|Does shooting down your second-largest trading partner's jet affect trade? I guess we'll find out soon.|
We have news that Turkey recently shot down a Russian jet assumed to be making a Syria-related mission over what Turkey claims was its airspace. From a security standpoint, this incident may be unexceptional since countries do have a right to patrol their airspace. However, the interesting things here are that (a) the Turks likely knew it was a Russian fighter but (b) they shot it down anyway. This despite (c) Russia being Turkey's second-biggest trading partner:
Russian stocks fell the most worldwide and government bonds slid as Turkey said it shot down a Russian fighter jet close to the Syrian border, threatening trade relations amid an escalation of regional tensions. The dollar-denominated RTS Index fell 2.6 percent to 873.94 by 1:35 p.m. in Moscow as Turkey said it repeatedly warned the pilots that they were violating the nation’s airspace.Aside from Turkey not exactly representing "the West," this incident is an interesting one in terms of its implications. Would you so knowingly shoot down the jet of a trespasser--even if it was that of your second-largest trade partner? The important question now is how both countries will react. If they both acknowledge it was the result of a "miscommunication," then things will go on just as they were. However, if Russia makes a big thing out of it, then trade may indeed be affected as a result.
The declines were led by Gazprom PJSC, which relies on Turkey for 17 percent of its natural-gas exports outside of the Commonwealth of Independent States, according to BCS Financial Group. Government bonds declined and credit risk rose. “A break in the relationship between the countries will have a direct economic impact,” said Joseph Dayan, the head of markets at BCS in London. “The two sides do not have an interest to completely break down relationships. The probability of military confrontation or a freeze in trade relations is highly unlikely.”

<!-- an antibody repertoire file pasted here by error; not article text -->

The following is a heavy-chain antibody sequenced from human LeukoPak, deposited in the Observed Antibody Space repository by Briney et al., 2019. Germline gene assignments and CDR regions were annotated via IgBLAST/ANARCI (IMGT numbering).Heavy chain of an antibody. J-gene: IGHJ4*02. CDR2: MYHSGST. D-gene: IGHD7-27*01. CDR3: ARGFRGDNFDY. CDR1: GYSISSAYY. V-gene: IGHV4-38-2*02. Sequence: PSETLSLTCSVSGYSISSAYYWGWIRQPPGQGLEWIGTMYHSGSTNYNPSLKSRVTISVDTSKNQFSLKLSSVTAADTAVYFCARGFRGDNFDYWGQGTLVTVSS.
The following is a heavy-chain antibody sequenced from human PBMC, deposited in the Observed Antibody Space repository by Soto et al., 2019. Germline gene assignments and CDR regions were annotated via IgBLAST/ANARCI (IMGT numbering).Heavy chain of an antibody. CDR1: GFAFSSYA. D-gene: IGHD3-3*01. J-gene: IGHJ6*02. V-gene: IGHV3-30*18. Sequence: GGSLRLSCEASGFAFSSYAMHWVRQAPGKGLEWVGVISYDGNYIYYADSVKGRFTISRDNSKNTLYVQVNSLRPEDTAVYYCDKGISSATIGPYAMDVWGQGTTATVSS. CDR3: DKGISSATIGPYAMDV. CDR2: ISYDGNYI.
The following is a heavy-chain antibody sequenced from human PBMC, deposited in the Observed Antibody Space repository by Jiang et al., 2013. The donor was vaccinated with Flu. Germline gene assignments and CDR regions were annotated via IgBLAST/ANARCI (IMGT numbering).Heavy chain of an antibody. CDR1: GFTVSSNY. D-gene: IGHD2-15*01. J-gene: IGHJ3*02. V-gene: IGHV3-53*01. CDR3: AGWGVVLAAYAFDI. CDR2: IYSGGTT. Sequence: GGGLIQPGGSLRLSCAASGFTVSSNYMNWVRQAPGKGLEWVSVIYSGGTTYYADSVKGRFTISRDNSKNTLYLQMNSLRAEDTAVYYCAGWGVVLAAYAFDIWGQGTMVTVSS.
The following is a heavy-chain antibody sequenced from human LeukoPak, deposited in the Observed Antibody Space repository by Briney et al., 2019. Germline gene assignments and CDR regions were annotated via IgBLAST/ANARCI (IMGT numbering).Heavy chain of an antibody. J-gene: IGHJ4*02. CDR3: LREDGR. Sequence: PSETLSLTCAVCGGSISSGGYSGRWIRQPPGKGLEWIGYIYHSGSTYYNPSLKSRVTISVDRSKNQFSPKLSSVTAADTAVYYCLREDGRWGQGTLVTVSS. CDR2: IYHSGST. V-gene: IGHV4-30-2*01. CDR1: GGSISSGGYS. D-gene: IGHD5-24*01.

The developments are unravelling a rally in Russian assets last week that was spurred by a rapprochement between President Vladimir Putin and the West as their interests aligned to fight Islamic State terrorists in Syria in the wake of the Paris attacks. Any deterioration in relations between Turkey and its second-biggest trading partner, Russia, threatens to undermine economic ties and growth prospects for companies.
UPDATE 1: For now there's been a lot more bark than bite of the "either you're with us or the terrorists" variety. Another consideration though that I did not think of earlier is the fate of the significant numbers of Turkish migrants living in Russia who have now been singled out in Russia media:
The Russian president clearly feels that Recep Tayyip Erdogan has personally betrayed him. “Today’s loss is a result of a stab in the back delivered by accomplices of terrorists. There is no other way I can qualify what happened today,” he stated. It’s not only Putin who feels double-crossed. For hours, #УдарВСпину, the Russian approximation for ‘stab in the back’ trended on Twitter. Russian people have long regarded Turkey as a friendly country. Millions of them holiday there and there is barely a large Russian city without a Turkish migrant worker presence, with over 20,000 in Rostov alone. That goodwill probably died on Tuesday.UPDATE 2: Russia has now suspended visa-free travel for Turkish citizens to Russia:
Russia is suspending its visa-free regime with Turkey from January 1, 2016, Foreign Minister Sergey Lavrov said. The announcement comes in response to the downing of a Russian warplane by the Turkish Air Force earlier this week.
“We have decided to suspend the visa-free regime between Russia and Turkey. This decision will come into force on January 1,” Lavrov said on Thursday, after a meeting in Moscow with his Syrian counterpart Walid Muallem. Lavrov also called the suspension of visa-free travel between Russia and Turkey “not an empty threat but a real warning.”